Trying to get record inflation to come down without triggering a recession has been the Federal Reserve’s major project this year.
Though signs currently point to the possibility that high prices might be moderating, the bank isn’t about to loosen up its policy tightening, according to chair Jerome Powell. In fact, it’s likely to keep hiking interest rates throughout this year until it’s certain that inflation is in the rear view mirror.
And Americans will feel the short-term effects of that policy tightening, Powell said at a policy speech at the Jackson Hole Economic Symposium on Friday morning. “Reducing inflation is likely to require a sustained period of below-trend growth,” he said. “While higher interest rates, slower growth, and softer labor market conditions will bring down inflation, they will also bring some pain to households and businesses.”
In spite of inflation, the U.S. labor market has remained strong since the country emerged from the pandemic. Powell said that the market will have to weaken before inflation can be considered under control. “These are the unfortunate costs of reducing inflation,” he said. “But a failure to restore price stability would mean far greater pain.”
Powell added that history offers the lesson that central banks shouldn’t relax their policies too quickly in the face of falling prices and other signs of a cooling economy. If they do, they risk inflation quickly getting out of control all over again.
Inflation currently sits at 8.5% year-over-year as of July, slipping from a four-decade high of 9.1% in June. “While the lower inflation ratings for July are certainly welcome, a single month’s improvement falls far short of what the committee will need to see before we are confident that inflation is moving down,” Powell said, referring to the Federal Open Markets Committee, which convenes to make the bank’s monetary policy decisions.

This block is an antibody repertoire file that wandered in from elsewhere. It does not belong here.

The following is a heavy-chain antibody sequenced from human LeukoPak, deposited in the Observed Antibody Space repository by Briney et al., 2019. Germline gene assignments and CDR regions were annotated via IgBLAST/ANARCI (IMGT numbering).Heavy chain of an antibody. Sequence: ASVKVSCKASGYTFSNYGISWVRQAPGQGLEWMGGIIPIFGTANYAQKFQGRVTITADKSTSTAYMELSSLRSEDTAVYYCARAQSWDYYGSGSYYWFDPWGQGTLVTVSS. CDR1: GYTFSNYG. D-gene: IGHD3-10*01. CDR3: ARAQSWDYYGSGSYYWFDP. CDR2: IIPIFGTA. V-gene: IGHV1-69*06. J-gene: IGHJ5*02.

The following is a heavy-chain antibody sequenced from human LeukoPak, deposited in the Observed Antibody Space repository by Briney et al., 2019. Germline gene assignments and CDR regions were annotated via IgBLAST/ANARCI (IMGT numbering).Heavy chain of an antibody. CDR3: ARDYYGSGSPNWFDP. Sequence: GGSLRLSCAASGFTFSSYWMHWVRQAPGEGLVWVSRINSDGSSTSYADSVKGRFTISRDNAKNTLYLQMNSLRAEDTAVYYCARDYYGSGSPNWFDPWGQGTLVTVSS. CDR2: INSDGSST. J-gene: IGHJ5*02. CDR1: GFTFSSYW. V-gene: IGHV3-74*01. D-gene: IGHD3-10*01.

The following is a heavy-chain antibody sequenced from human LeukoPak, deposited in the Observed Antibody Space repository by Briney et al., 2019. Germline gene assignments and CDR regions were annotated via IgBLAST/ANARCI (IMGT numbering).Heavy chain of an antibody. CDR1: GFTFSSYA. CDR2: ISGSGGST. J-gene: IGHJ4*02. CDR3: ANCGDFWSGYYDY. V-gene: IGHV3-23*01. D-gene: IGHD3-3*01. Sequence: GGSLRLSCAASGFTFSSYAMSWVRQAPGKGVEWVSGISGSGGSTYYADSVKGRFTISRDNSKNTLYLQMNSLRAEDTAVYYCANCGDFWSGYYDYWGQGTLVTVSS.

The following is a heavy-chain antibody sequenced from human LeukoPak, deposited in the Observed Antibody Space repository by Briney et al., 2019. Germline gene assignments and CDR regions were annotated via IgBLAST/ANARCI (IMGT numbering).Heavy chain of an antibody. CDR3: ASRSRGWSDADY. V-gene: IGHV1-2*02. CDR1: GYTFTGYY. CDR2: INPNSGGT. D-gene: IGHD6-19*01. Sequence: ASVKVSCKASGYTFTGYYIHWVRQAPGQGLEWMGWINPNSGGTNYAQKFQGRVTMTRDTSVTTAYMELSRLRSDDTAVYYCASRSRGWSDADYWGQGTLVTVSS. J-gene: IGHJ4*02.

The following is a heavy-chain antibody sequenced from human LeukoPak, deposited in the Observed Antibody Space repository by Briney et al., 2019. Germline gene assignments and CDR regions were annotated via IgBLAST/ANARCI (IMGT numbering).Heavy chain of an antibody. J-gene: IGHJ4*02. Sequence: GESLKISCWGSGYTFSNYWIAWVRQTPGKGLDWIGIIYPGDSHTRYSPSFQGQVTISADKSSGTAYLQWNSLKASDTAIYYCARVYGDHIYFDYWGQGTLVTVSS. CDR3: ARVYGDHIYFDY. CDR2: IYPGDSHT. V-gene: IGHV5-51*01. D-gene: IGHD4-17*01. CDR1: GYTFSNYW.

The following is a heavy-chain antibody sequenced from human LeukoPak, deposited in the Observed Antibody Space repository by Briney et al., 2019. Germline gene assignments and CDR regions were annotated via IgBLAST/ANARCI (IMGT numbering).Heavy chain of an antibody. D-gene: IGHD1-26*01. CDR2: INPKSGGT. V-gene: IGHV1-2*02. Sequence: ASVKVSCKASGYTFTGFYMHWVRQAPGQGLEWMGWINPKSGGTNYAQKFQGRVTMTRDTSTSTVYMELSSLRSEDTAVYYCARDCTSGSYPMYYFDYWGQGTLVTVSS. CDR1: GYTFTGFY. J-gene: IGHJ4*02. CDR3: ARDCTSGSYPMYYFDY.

In April, inflation fell to 8.3% after reaching a previous peak of 8.5% in March. But prices continued to climb in the months that followed, proving that one-time fluctuations can be misleading.
The bank will continue to use its tools “forcefully” to restore the balance of supply and demand despite the most recent positive news about inflation, according to Powell.
The Fed instituted its first interest rate hike, of 25 basis points, in March. A larger 50 point basis point hike followed in May.
When inflation proved persistent in June, the bank initiated its largest interest rate hike since 1994, of 75 basis points. An increase of the same size followed in July. The Federal Open Market Committee does not meet in August, but Powell said that a similarly “unusual” increase is possible when it meets in September.
“Without price stability, the economy does not work for anyone,” he said during Friday’s address.
This story was originally featured on Fortune.com